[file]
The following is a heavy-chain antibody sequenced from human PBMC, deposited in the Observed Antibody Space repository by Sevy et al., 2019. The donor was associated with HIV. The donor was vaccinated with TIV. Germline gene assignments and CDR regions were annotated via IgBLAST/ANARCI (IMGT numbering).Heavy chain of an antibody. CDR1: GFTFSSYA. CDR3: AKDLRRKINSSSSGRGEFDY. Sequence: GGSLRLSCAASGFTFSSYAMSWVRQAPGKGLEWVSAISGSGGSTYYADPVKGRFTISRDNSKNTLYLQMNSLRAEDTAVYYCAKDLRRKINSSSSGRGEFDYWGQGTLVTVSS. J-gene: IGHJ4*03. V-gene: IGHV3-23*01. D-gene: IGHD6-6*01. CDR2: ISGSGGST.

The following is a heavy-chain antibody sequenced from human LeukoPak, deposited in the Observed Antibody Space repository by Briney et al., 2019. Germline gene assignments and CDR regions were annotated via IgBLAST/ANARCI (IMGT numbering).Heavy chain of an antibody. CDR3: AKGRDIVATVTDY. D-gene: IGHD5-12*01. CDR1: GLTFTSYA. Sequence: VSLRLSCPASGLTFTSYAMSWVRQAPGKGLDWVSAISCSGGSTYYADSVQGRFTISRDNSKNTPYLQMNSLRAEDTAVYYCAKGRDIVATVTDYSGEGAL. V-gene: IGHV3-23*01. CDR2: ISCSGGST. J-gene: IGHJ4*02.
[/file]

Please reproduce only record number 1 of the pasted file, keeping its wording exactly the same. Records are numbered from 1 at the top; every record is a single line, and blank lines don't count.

The following is a heavy-chain antibody sequenced from human PBMC, deposited in the Observed Antibody Space repository by Sevy et al., 2019. The donor was associated with HIV. The donor was vaccinated with TIV. Germline gene assignments and CDR regions were annotated via IgBLAST/ANARCI (IMGT numbering).Heavy chain of an antibody. CDR1: GFTFSSYA. CDR3: AKDLRRKINSSSSGRGEFDY. Sequence: GGSLRLSCAASGFTFSSYAMSWVRQAPGKGLEWVSAISGSGGSTYYADPVKGRFTISRDNSKNTLYLQMNSLRAEDTAVYYCAKDLRRKINSSSSGRGEFDYWGQGTLVTVSS. J-gene: IGHJ4*03. V-gene: IGHV3-23*01. D-gene: IGHD6-6*01. CDR2: ISGSGGST.